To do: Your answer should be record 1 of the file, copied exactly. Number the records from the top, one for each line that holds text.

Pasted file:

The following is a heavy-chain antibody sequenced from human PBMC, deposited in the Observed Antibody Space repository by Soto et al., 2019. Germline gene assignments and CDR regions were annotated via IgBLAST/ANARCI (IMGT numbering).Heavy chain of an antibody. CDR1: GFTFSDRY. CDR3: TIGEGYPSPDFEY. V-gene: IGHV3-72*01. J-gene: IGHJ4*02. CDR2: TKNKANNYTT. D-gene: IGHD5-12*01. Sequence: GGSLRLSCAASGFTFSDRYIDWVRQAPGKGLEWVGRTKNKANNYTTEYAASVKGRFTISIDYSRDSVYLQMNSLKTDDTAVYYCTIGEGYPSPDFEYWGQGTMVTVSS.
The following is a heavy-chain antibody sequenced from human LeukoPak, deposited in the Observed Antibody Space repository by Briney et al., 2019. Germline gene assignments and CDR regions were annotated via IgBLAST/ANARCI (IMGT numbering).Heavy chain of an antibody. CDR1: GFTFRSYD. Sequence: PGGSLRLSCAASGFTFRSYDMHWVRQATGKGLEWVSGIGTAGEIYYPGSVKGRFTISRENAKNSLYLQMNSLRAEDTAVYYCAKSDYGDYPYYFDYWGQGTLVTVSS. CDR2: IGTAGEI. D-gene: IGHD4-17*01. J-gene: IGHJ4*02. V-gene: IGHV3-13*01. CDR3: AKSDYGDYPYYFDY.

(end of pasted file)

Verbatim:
The following is a heavy-chain antibody sequenced from human PBMC, deposited in the Observed Antibody Space repository by Soto et al., 2019. Germline gene assignments and CDR regions were annotated via IgBLAST/ANARCI (IMGT numbering).Heavy chain of an antibody. CDR1: GFTFSDRY. CDR3: TIGEGYPSPDFEY. V-gene: IGHV3-72*01. J-gene: IGHJ4*02. CDR2: TKNKANNYTT. D-gene: IGHD5-12*01. Sequence: GGSLRLSCAASGFTFSDRYIDWVRQAPGKGLEWVGRTKNKANNYTTEYAASVKGRFTISIDYSRDSVYLQMNSLKTDDTAVYYCTIGEGYPSPDFEYWGQGTMVTVSS.